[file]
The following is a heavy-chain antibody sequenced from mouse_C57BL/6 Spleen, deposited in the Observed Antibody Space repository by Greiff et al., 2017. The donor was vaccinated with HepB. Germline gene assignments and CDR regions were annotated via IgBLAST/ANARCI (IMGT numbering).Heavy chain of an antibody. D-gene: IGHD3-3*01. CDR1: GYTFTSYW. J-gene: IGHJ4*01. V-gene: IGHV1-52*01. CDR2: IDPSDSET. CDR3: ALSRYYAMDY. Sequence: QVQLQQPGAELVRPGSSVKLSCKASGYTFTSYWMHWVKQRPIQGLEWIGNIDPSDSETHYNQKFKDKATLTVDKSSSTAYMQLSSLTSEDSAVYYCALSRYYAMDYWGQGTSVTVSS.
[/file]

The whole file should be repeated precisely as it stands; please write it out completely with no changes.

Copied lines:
The following is a heavy-chain antibody sequenced from mouse_C57BL/6 Spleen, deposited in the Observed Antibody Space repository by Greiff et al., 2017. The donor was vaccinated with HepB. Germline gene assignments and CDR regions were annotated via IgBLAST/ANARCI (IMGT numbering).Heavy chain of an antibody. D-gene: IGHD3-3*01. CDR1: GYTFTSYW. J-gene: IGHJ4*01. V-gene: IGHV1-52*01. CDR2: IDPSDSET. CDR3: ALSRYYAMDY. Sequence: QVQLQQPGAELVRPGSSVKLSCKASGYTFTSYWMHWVKQRPIQGLEWIGNIDPSDSETHYNQKFKDKATLTVDKSSSTAYMQLSSLTSEDSAVYYCALSRYYAMDYWGQGTSVTVSS.